• 42 g Almond flour (whole ground blanched almonds)
  • 46 g Egg (raw, mixed well)
  • 2 g Vanilla extract – pure
  • 2 g Baking powder – Calumet®* (Kraft®*)
  • 50 g Mayonnaise, Hellmann’s®*/Best Foods®*    
  • 40 g Butter
  • 60 g Cream, 36%
  • 7 g Pudding powder Kraft®* FatFr/SugarFr, Inst.Vanilla   

Directions:

  • Preheat oven to 325 F.
  • Weigh KetoCal® powder, almond flour, egg, mayonnaise, baking powder, and vanilla extract. Save cream, butter, and pudding powder for later.
  • Mix KetoCal powder, almond flour, egg, mayonnaise, baking powder, and vanilla extract in a large mixing bowl. Mix with a spatula until well blended.
  • Pour batter into a greased very small baking dish – we used a 7.5 x 5.5 x 1.8 (3 cup) glass baking dish.
  • Spread batter evenly in baking dish.
  • Place baking dish into the oven.
  • Bake for approximately 15-20 minutes, or until edges start to brown and a toothpick comes out clean. Keep a close eye on it as it bakes as oven baking times may vary.
  • While baking, prepare your frosting recipe.
  • Weigh heavy cream, butter, and sugar-free pudding powder.
  • Add heavy cream to a large bowl. Using a hand blender, whip cream until it starts to stiffen to whipped cream consistency.
  • Add pudding powder and butter to the same bowl with the cream, then blend until mixture is blended. Do not over blend or frosting will become too stiff. If this happens, add a small amount of water to thin out frosting.
frosting
  • Remove cake from oven and allow to cool.
cake
Cake without frosting
  • Once cake is completely cool, spread frosting as evenly as possible over the top.
cake with frosting
Cake with frosting
  • Serve immediately or store in the refrigerator. Note – frosting will melt if exposed to heat or direct sunlight.

*Optional, add “keto sprinkles” (granulated stevia leaf extract sweetener mixed with a dash of food coloring) on top of the frosting. If you do this, be sure to add the stevia leaf extract sweetener as an ingredient to the recipe and account for any extra carbs – you may need to add a bit of extra butter to the frosting recipe to even out the ratio.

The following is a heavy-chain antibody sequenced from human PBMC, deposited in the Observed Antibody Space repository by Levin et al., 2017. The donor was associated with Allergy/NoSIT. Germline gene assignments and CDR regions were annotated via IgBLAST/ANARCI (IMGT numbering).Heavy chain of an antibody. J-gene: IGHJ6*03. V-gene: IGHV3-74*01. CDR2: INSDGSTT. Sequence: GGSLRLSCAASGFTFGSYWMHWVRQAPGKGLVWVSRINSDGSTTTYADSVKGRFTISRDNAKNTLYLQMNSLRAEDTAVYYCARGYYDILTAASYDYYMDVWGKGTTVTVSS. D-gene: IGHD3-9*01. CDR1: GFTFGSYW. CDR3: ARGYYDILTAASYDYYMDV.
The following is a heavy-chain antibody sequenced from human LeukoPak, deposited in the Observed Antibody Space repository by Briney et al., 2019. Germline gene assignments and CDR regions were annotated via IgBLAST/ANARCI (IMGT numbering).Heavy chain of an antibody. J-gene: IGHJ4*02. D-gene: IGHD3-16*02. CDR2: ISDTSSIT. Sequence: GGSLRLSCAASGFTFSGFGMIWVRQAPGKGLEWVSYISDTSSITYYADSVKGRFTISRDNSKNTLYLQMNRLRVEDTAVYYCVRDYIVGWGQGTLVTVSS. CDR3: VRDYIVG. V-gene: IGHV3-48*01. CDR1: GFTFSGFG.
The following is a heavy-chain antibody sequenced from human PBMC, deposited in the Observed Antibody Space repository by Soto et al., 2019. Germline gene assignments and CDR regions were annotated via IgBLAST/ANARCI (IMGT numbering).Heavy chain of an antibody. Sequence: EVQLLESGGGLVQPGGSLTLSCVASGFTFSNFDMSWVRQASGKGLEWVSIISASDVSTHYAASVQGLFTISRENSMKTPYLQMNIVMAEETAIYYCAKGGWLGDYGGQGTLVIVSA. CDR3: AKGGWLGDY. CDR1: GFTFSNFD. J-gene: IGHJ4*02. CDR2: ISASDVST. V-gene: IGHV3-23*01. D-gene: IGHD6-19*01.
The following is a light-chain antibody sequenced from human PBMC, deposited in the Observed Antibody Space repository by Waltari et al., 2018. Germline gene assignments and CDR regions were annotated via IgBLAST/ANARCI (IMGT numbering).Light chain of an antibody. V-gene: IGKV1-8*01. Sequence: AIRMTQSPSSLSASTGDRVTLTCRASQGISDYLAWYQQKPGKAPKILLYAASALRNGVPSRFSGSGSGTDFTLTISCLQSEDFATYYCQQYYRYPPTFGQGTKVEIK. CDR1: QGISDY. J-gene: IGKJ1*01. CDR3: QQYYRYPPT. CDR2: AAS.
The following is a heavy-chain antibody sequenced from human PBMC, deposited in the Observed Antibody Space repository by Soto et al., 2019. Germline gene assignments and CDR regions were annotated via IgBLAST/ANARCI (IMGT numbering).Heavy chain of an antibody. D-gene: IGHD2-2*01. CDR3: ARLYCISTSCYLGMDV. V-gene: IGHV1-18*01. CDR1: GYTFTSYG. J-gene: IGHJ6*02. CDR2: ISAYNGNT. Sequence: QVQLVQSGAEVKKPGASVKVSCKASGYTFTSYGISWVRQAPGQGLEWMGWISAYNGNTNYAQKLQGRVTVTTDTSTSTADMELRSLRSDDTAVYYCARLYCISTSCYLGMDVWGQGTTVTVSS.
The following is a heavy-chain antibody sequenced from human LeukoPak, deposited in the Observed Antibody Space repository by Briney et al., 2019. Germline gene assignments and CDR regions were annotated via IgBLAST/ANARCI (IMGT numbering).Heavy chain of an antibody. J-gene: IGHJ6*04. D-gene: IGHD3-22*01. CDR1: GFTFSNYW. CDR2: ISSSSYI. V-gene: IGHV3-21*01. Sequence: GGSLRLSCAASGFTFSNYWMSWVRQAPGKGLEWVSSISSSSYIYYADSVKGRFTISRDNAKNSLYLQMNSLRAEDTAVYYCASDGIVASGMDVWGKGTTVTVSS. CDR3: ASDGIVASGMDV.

Cake decorated with “keto sprinkles”

Makes approximately 6 servings of cake (about 250 calories per serving). Can adjust serving size to reach needed calorie amount.

One serving of cake
One serving of cake (shown with “keto sprinkles”)

Nutritional Information:

For total recipe:

  • Calories: 1515

Per serving (6 servings per recipe):

  • Calories: 252

For full nutritional information for this 4:1 recipe – visit https://myketoplanner.com/4299-chef-rachel-s-4-1-vanilla-cake-buttercream-frosting-recipe-from-glut1-conference.aspx.

To view 3:1 recipe, visit https://myketoplanner.com/4301-chef-rachel-s-3-1-vanilla-cake-frosting-recipe-from-glut1-conference.aspx.

KetoCal® is medical food for the dietary management of intractable epilepsy and is intended for use under medical supervision. Talk to your healthcare provider about whether KetoCal is right for you.

*Hellmann’s® and Best Foods® are registered trademarks of the Unilever Group of Companies. Calumet® and Kraft® are registered trademarks of Kraft Foods Group Brands LLC. Unilever and Kraft Foods Brands LLC are not affiliated with Nutricia North America and have not endorsed the proposed use of their products in this recipe. Specific brand names are referenced to ensure consistent nutritional composition necessary to maintain the medical ketogenic diet.

For more information on the medical ketogenic diet for the management of intractable epilepsy, visit www.ketogenicdietforepilepsy.com.